Transcorp and Corporate Governance
The concept and idea is good, to have a Nigerian company capable of competing across the continents with other global players. Enter Transcorp, an acronym for Transnational Corporation. On the board are Nigeria’s corporate knights, the likes of Chief Festus Odimegwu, Aliko Dangote, Jim Ovia, Jacob Mayo Ajekigbe, Otunba Funso Lawal and Femi Otedola, Tony Elumelu, Tony Ezenna, Waziri Mohammed, Adegboyega Olulade and Nicholas Okoye, who is the Technical Secretary and Business Strategy Adviser. Mrs Ndi Okereke-Onyiuke serves as the Chairman of the Board of Directors.
No problem with this only that Madam is also the Director General of the Nigerian Stock Exchange.
Lofty as the goals of Transcorp may be – “to serve the global markets with premier products and services from world class production centres based in Nigeria and managed by Nigerians,”, however it will be difficult to convince Nigerians that there wouldn’t be any conflict of interest in Mrs Onyiuke’s dual roles and responsibilities at The Stock Exchange and at Transcorp, especially with Transcorp’s planned 40 billion Naira floatation at the stock market coming up. One is never judge and jury at the same time.
What is the problem you may ask? Well, I see risks of ‘share rigging’ and insider dealings. Can Transcorp effectively have a corporate governance regime in place with its chairman also heading the stock exchange?
Remember Martha Stewart, the American queen of home living served time because of a related felony in the Imclone scandal. The way forward now will be for Madam to resign one of her roles; not doing so would seem like opening the floodgates for other publicly quoted companies to sue either Transcorp or the exchange if they feel that their share prices are being unfairly disadvantaged in some way.
Anyway I’m forgetting that this is Nigeria, anything is possible.
Writers and their (Rights) ‘Writes’.
They call it Poetic license or the writers rights, a concept practiced the world over, it gives the writer privileges in his domain to do as he pleases, to use words and sentences in which ever way he wishes, to make arguments and state cases in a manner that Yale law graduates will envy, it empowers, liberates and encourages, it also enfranchises the writer at the expense of the readers who are sometimes disenfranchised.
The writer becomes a gatekeeper of sorts, advocating, advancing and putting forward ideas, news and information that defends and propagates his beliefs further, and also serve the wider interests of his masters, caucus, godfathers, ethnic and religious cells. The writer also is a pen pusher; he may aim to try to influence public opinion, to influence government decisions and policies, in those regards he sets for himself a Herculean task, to correct and change society, based on his innermost convictions that the pen may be and should be mightier than the sword.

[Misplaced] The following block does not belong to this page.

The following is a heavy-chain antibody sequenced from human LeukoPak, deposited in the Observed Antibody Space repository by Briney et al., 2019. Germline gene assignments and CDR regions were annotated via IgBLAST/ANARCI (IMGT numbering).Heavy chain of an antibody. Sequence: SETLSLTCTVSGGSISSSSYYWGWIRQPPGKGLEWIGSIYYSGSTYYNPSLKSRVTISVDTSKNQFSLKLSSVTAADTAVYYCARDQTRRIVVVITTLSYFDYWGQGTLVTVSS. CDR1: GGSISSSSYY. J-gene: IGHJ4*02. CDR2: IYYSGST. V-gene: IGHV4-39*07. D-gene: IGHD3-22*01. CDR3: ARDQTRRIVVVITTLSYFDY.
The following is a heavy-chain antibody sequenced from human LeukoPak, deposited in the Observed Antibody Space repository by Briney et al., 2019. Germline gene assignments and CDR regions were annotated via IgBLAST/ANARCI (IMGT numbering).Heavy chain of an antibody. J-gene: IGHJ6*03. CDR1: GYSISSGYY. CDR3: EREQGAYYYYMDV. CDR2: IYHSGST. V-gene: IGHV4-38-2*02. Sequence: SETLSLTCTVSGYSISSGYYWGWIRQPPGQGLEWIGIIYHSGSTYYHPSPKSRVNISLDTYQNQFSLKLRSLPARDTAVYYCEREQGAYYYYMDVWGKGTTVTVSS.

To do his job, the writer resorts sometimes to emotional and intellectual blackmail, at which point he begins to distort, spin and misinform his audience, the end becomes the goal, and the means to satisfy and fulfil it becomes irrelevant, at this point also the writer becomes a propagandist, lies become half truths, paradox and ambiguity is encouraged, meanings are disjointed, symbols played up and down, confusion is deployed and arguments manipulated.
The writer abuses his privileges and access to knowledge, the media and the audience.
Poetic license becomes misconstrued with poetic justice, satire and irony are used to cover his fears, his writing becomes more emphatic, he throws caution to the winds as defeat, downfall and exposure await him. Has the writer become a victim of his conscience, or a hostage of society?
Kaavya Viswanathan, the disgraced Harvard undergraduate may have discovered too soon that writing is a moral endeavour and comes with a huge burden. She may have lost a $500,000 book deal but she still has a life ahead of her to make things right.
And so de we all who are in this writing business.
Cruising At What Altitude?
So Nigeria took delivery of a new Boeing 737-800 Presidential jet. Good for us. After all we have the money, remember we have oil. Or have you all forgotten? J P Morgan has custody of our external reserves, about $35 billion and still rising at the last count. The new jet cost a princely $72 million (N9.3 billion). I didn’t know we were such bargain hunters; the jet will also cost an additional $7.9 million annually (N1.04 billion) in maintenance costs. This makes me really to wonder the sense in all these, why now? Tony Blair flies British Airways and is not known to have any official ‘prime ministerial’ fleet, and he is one of the people we normally run to, to help us secure debt relief.What’s the sense in this I ask again, or does the Obasanjo government plan to fritter away the little external reserves it has managed to garner for Nigeria?